Islamic state conflict: The spiral of violence
When 130 people were killed by Islamist militants on the streets of Paris, the outpouring of sympathy and support was resounding.
But as global landmarks and Facebook feeds turned into a bunting of Tricolores, some were left asking; what about the more than 60 people who perished in suicide attacks in Beirut and Baghdad just days before? What about the people of Syria, for whom the threat of death by bullet or blast, rebels or regime is part of everyday life?
The Paris attack was shocking and devastating. At the same time, it was a single event in an ongoing conflict which has become centred on Syria and Iraq but is being waged across the globe.
Counting the cost
BBC Monitoring has used world media reporting on deaths involving at least one identifiable jihadist group to build a sense of the toll that conflict with Sunni Islamist extremists is taking. Our analysis considered events between the downing of the Russian airliner over Sinai on 31 October and the attack on the Radisson hotel in Bamako, Mali on 22 November.
As well as jihadist attacks, we also looked at reported casualties from operations carried out against such groups.
Obtaining reliable casualty figures from conflict zones in is near impossible, as is determining the groups responsible for every attack. But BBC Monitoring's access to a broad range of global media sources allows us to get a sense of the scale of the bloodshed. The figures we quote do not represent a comprehensive account of the human cost of this conflict, but are intended to help place the Paris attacks into a global context.
During the period, 707 deaths from identifiable attacks by jihadists were recorded.
Suicide or car bombings in Baghdad are an almost daily occurrence. The data show 59 recorded deaths from these incidents, 26 of which occurred on the same day as the Paris attacks.
From Sinai to Bamako
- At least 707 people killed in jihadist attacks
- 546 people killed by Islamic state and affiliates
- Boko Haram staged eight attacks in three countries, killing 75
- Somalia's Al-Shaba killed at least 90 people
At least 546 deaths were directly attributable to attacks by IS and its affiliates, including Nigeria's Boko Haram and Wilayat Sina, who claimed responsibility for the Russian plane bombing. The actual figure is likely to be considerably higher, given the paucity of reliable reporting from areas under IS control, and a large number of attacks which are suspected, but not verifiably attributable to the group.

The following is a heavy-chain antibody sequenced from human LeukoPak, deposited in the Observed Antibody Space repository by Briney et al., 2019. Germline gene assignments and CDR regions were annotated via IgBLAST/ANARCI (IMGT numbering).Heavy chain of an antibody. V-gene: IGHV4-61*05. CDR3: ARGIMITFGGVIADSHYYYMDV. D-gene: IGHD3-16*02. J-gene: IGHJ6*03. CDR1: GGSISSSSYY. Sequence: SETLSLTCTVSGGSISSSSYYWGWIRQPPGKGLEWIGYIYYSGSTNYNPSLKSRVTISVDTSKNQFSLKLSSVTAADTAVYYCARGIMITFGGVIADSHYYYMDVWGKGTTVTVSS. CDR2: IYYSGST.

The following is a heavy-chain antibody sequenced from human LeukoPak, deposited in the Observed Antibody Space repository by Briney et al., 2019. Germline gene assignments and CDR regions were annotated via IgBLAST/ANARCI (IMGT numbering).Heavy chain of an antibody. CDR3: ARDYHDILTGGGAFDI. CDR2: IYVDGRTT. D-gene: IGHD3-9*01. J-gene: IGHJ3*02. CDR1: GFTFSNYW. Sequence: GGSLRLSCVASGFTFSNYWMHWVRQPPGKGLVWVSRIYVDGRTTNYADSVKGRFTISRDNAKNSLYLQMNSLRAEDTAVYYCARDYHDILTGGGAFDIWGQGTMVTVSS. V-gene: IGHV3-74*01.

The Nigerian IS-affiliate known as Boko Haram, which last year killed more people than its parent outfit in Syria, staged at least eight attacks in Nigeria, Cameroon and Chad, killing more than 75 people, mostly civilians.
Attacks attributed to al-Qaeda and its affiliates accounted for at least 135 deaths in Africa, Asia and the Middle East, including the Bamako hotel siege.
Al-Shabab were the most prolific al-Qaeda affiliate, carrying out at least 17 attacks and killing more than 90 people, including civilians, soldiers and government officials. Several members lost their lives as a result of an internal dispute over whether the group should switch allegiance to Islamic State.
France's response to the Paris attacks was to intensify operations against IS targets. This was in addition to air strikes being carried out by a US-led coalition and Russia, and ground operations conducted by forces in Iraq and Syria. Military operations are also being conducted against Boko Haram in West Africa and the Taliban in South Asia.
Our research shows that well more than 1,000 jihadists were killed during the period, but additional data indicate more than 80 civilian deaths in such operations, although this is difficult to verify. The Syrian Observatory for Human Rights says 400 civilians were killed by Russian strikes alone between September and November.
One year on
Last year, BBC Monitoring, World Service and Kings College London collaborated on a project to count the number of deaths resulting from jihadist attacks over a 30-day period.
The data showed that the perceived decline of jihadist violence in the wake of Osama Bin-Laden's death was an illusion. In fact, the threat had increased, as exemplified by the spectacular rise of IS.
A total of 664 jihadist attacks and 5,042 deaths were recorded for the month of November 2014. This year's snapshot suggests that the phenomenon still shows no sign of abating. Iraq, Syria, Nigeria and Afghanistan remain the most dangerous countries, but their neighbours are also now increasingly at risk.
Muslims remain by far the biggest victims of terrorist attacks.
And the high profile attacks on Paris and the Russian airliner show that citizens of nations involved in operations against jihadist groups continue to be targeted.